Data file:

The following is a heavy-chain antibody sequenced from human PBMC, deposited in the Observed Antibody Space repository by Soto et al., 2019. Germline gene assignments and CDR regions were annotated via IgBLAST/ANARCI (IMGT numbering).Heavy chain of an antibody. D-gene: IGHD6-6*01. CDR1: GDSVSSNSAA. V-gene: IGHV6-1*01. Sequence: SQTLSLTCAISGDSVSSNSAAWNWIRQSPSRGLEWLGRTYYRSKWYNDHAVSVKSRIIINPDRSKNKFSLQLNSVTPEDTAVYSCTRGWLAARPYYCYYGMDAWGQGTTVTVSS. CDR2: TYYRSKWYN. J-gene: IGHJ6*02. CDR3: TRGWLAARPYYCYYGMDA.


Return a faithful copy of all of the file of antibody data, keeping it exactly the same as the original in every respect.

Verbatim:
The following is a heavy-chain antibody sequenced from human PBMC, deposited in the Observed Antibody Space repository by Soto et al., 2019. Germline gene assignments and CDR regions were annotated via IgBLAST/ANARCI (IMGT numbering).Heavy chain of an antibody. D-gene: IGHD6-6*01. CDR1: GDSVSSNSAA. V-gene: IGHV6-1*01. Sequence: SQTLSLTCAISGDSVSSNSAAWNWIRQSPSRGLEWLGRTYYRSKWYNDHAVSVKSRIIINPDRSKNKFSLQLNSVTPEDTAVYSCTRGWLAARPYYCYYGMDAWGQGTTVTVSS. CDR2: TYYRSKWYN. J-gene: IGHJ6*02. CDR3: TRGWLAARPYYCYYGMDA.